This book describes the physiological and anatomical principles and the chemical and physical factors that determine uptake, translocation, accumulation, loss, and metabolism of anthropogenic chemicals in plants. Expert authors in the fields of biology, chemistry, ecology, environmental physics, and biochemistry provide recently developed methods and models for estimation of the behavior of environmental chemicals in the soil-plant-air system-information that is essential in the hazard assessment of new and existing chemicals.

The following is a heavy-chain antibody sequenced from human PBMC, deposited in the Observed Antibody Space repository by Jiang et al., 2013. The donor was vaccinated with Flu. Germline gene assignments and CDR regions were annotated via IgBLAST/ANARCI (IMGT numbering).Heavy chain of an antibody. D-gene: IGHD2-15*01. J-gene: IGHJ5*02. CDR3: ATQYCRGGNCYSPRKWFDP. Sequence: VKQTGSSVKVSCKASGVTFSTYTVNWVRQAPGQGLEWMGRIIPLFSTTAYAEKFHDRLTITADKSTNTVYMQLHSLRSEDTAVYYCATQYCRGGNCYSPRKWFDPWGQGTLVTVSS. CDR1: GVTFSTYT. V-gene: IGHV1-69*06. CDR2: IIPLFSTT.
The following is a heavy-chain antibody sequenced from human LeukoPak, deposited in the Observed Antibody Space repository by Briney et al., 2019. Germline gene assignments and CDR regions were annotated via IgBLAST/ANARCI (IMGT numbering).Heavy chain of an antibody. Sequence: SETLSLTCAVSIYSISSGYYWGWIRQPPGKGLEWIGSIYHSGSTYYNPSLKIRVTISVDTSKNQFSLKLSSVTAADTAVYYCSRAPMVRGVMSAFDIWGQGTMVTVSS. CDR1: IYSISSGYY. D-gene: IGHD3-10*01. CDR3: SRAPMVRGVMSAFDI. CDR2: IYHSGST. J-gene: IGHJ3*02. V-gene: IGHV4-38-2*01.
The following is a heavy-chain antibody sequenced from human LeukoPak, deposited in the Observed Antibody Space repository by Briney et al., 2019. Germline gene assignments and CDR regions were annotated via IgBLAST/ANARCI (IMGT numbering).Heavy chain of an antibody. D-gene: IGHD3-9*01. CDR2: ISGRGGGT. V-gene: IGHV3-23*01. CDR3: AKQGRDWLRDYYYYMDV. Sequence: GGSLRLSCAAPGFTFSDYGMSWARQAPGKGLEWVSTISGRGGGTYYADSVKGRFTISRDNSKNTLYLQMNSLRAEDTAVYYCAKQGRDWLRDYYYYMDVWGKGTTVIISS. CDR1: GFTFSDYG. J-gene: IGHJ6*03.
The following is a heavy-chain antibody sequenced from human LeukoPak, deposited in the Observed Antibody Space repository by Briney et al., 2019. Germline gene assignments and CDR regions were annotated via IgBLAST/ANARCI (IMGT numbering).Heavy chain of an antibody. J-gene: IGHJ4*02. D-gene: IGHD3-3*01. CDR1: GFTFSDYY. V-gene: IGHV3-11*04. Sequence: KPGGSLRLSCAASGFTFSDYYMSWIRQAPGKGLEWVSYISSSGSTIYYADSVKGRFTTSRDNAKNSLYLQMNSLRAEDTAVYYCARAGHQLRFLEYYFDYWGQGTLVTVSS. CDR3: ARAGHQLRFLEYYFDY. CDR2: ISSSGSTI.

Introduction, S. Trapp and J.C. Mc Farlane.
Part One: Physiological
Anatomy and Physiology of Plant Conductive Systems, J.C. Mc Farlane.
Part Two: Chemical
Principles Governing Uptake and Transport of Chemicals, R.H. Bromilow and K. Chamberlain.
Metabolic Processes for Organic Chemicals in Plants, D. Komoba, C. Langebartels, and H. Sandermann, Jr.
Part Three: Modeling
Model for Uptake of Xenobiotics into Plants, S. Trapp.
Partitioning and Transport of Organic Chemicals between the Atmospheric Environment and Leaves, M. Riederer.
Interpreting Chemical Partitioning in Soil-Plant-Air Systems with a Fugacity Model, S. Paterson and D. Mackay.
Dynamics of Leaching, Uptake, and Translocation: The Simulation Model Network Atmosphere-Plant-Soil (SNAPS), M. Matthies and H. Behrendt.